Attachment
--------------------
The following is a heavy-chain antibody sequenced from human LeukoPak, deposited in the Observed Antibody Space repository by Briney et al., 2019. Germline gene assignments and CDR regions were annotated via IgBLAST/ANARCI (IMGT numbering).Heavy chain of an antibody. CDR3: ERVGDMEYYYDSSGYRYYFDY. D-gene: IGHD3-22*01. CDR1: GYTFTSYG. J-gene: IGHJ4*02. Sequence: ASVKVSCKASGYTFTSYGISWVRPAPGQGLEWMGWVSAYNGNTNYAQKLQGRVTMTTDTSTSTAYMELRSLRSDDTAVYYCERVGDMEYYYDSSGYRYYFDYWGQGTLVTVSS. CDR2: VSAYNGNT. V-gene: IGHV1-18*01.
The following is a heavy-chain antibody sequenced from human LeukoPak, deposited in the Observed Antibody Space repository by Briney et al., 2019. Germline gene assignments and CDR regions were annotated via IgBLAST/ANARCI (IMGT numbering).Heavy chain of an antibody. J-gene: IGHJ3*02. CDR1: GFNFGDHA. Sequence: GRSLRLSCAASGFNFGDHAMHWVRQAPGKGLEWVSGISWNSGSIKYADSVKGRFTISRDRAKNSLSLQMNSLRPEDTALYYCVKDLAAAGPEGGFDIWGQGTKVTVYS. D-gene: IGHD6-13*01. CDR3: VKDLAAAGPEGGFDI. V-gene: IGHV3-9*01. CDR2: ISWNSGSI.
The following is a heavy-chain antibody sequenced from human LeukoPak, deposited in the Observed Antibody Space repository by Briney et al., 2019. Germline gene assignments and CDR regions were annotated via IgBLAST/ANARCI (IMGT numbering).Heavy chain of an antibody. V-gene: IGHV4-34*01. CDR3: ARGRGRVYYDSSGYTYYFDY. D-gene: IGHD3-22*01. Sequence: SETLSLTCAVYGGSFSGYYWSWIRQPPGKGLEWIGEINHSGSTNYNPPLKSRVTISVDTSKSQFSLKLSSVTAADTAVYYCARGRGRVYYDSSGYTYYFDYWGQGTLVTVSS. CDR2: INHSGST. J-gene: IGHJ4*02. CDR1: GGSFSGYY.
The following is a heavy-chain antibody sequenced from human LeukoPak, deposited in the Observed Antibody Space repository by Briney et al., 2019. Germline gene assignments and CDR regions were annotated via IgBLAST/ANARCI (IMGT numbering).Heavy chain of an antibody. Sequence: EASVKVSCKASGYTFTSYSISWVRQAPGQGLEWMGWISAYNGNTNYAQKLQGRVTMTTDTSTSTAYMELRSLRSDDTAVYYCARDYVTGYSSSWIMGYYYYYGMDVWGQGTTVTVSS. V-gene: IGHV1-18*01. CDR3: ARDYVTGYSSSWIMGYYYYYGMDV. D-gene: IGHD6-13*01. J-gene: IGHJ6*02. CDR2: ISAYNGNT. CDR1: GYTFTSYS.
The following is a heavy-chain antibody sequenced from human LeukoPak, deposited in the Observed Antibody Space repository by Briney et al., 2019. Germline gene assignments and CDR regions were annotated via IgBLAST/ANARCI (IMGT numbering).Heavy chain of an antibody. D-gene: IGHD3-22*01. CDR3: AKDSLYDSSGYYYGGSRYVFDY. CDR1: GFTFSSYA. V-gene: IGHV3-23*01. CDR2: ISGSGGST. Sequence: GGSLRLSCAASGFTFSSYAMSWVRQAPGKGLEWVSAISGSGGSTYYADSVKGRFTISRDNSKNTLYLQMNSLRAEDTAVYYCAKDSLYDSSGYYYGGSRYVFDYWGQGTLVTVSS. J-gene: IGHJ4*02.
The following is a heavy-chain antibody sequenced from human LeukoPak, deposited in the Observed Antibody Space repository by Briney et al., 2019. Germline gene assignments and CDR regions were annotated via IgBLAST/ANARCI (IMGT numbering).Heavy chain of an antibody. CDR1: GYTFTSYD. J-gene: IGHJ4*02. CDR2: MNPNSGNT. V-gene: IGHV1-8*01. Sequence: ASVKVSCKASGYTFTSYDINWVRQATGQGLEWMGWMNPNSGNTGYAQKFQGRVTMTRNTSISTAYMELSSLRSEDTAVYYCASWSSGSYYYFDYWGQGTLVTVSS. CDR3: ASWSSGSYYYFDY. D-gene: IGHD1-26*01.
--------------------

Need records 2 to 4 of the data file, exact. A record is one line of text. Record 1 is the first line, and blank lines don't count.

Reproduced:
The following is a heavy-chain antibody sequenced from human LeukoPak, deposited in the Observed Antibody Space repository by Briney et al., 2019. Germline gene assignments and CDR regions were annotated via IgBLAST/ANARCI (IMGT numbering).Heavy chain of an antibody. J-gene: IGHJ3*02. CDR1: GFNFGDHA. Sequence: GRSLRLSCAASGFNFGDHAMHWVRQAPGKGLEWVSGISWNSGSIKYADSVKGRFTISRDRAKNSLSLQMNSLRPEDTALYYCVKDLAAAGPEGGFDIWGQGTKVTVYS. D-gene: IGHD6-13*01. CDR3: VKDLAAAGPEGGFDI. V-gene: IGHV3-9*01. CDR2: ISWNSGSI.
The following is a heavy-chain antibody sequenced from human LeukoPak, deposited in the Observed Antibody Space repository by Briney et al., 2019. Germline gene assignments and CDR regions were annotated via IgBLAST/ANARCI (IMGT numbering).Heavy chain of an antibody. V-gene: IGHV4-34*01. CDR3: ARGRGRVYYDSSGYTYYFDY. D-gene: IGHD3-22*01. Sequence: SETLSLTCAVYGGSFSGYYWSWIRQPPGKGLEWIGEINHSGSTNYNPPLKSRVTISVDTSKSQFSLKLSSVTAADTAVYYCARGRGRVYYDSSGYTYYFDYWGQGTLVTVSS. CDR2: INHSGST. J-gene: IGHJ4*02. CDR1: GGSFSGYY.
The following is a heavy-chain antibody sequenced from human LeukoPak, deposited in the Observed Antibody Space repository by Briney et al., 2019. Germline gene assignments and CDR regions were annotated via IgBLAST/ANARCI (IMGT numbering).Heavy chain of an antibody. Sequence: EASVKVSCKASGYTFTSYSISWVRQAPGQGLEWMGWISAYNGNTNYAQKLQGRVTMTTDTSTSTAYMELRSLRSDDTAVYYCARDYVTGYSSSWIMGYYYYYGMDVWGQGTTVTVSS. V-gene: IGHV1-18*01. CDR3: ARDYVTGYSSSWIMGYYYYYGMDV. D-gene: IGHD6-13*01. J-gene: IGHJ6*02. CDR2: ISAYNGNT. CDR1: GYTFTSYS.